For the last 30 years, I’ve been using medium Dunlop Tortex picks – the orange ones. They’re cheap, and they get the job done. They’re strewn all over my studio, in my pockets, in my laundry – all over the place. And I don’t care if they break, scratch or if I lose them. They’re replaceable and of little consequence. Not any longer. Once I started playing with a Red Bear pick, I’m never going back to cheap picks unless it’s absolutely necessary (for instance, if I happen to break a good pick and need to get another).

So what’s the story? A good friend of mine was so very kind, and gave me a gift certificate for Christmas to a great guitar store in Palo Alto, CA called Gryphon Stringed Instruments. It’s a shop that specializes in acoustic guitars, but has all sorts of stuff, like parts. It just so happened that I needed to replace the pickup selector switch on my Epiphone Explorer, and as luck would have it, Gryphon had the switch in stock – what better way to spend at least part of my gift certificate?!! So I drove down to Gryphon, got the switch, then started looking at other stuff to spend on my gift certificate.

I got a few packs of strings for both electric and acoustic, and started looking at picks. It then occurred to me that they might have handmade picks. So I asked the fellow behind the counter if they had any, and he said they carried Red Bear picks. Then I asked the operative question, “I’ve read about handmade picks in the guitar rags, but like most people, don’t see what’s so special about them. So what’s so special?” He simply replied, “Once you play with a great pick, you won’t want to play with the cheap ones any longer. It’s hard to explain. They feel so much better, and you just play better with a great pick.”

Folks, that wasn’t a selling job. The look on the guy’s face said it all. But still, I was a bit incredulous, and he must’ve seen the look of disbelief on my face, so he said, “You’re welcome to try one out on any of our guitars. You’ll see the difference.” So I picked out a shape and bevel that I liked, grabbed mid-range Martin off the rack, sat down on a stool, and went through an instant transformation to complete and utter bliss! The pick felt so great in my fingers, and it glided smoothly over the strings. The sound that was produced was so milky smooth, I couldn’t believe my ears!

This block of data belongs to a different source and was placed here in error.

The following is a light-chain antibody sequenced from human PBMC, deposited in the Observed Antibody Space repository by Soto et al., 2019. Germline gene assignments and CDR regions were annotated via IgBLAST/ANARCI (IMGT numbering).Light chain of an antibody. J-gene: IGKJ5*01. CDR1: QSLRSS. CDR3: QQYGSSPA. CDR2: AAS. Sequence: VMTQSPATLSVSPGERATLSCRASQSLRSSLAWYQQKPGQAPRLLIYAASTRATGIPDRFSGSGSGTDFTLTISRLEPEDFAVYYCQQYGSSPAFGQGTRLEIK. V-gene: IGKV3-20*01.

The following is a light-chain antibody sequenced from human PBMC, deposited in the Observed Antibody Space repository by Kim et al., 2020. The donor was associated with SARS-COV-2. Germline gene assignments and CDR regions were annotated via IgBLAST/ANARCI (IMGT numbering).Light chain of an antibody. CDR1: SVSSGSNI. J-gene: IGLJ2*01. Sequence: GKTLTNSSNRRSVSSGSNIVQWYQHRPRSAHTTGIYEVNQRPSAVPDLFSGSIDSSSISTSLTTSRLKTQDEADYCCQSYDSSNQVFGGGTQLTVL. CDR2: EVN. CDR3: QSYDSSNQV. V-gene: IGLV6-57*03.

I thought it had a lot to do with the guitar – it was a nice one. But, being the good guitar gear tester and gear freakomaniac, I always have picks in my pocket, so I did an A/B test. With my standard Tortex, the guitar still sounded good, but not nearly as good with the Red Bear striking its strings. It was uncanny, to say the least! I was dumbfounded, and completely awestruck that a pick – a pick, for God’s sake – could make a guitar sound so good! I must’ve been grinning when I returned to the counter because the guy just said, “See what I mean?” I replied, “Oh yeah… I knew this was something special when strummed with the pick the first time. And doing those lead riffs was effortless.” The sales guy just grinned…

Needless to say, I had to have one, so I bought two, at $20 apiece. It was so well worth it! I had a gig last night and was able to use my new Red Bear, and was in heaven ALL NIGHT LONG! I was so enamored with how my acoustic sounded, that I played as many songs as I could with the pick, and played with the pick on songs I’d normally fingerpick.

So let me attempt to describe what it’s like to play with a great pick. First of all, it just feels great. It doesn’t slip. Next, handmade picks are thick. They don’t flex at all, but they glide over the strings so easily that it makes it easy to play – almost too easy. And because of their thickness, they force you to hold them lightly, and the expression you can get in your playing dynamics by holding the pick looser or tighter is nothing short of amazing. A great pick also makes the strings ring much better.

But the most important thing is that all those things together make it inspiring to play, bringing you into that other-worldly state of pure expression. It’s amazing that a pick can do that, but I’m now a believer. I won’t be going back to cheap picks – EVER.

Check out the Red Bear site for more information!

5 Tone Bones - Gear has stellar performance, value, and quality. This is definitely top of the class, best of breed, and it's a no-brainer to add this to your gear lineup!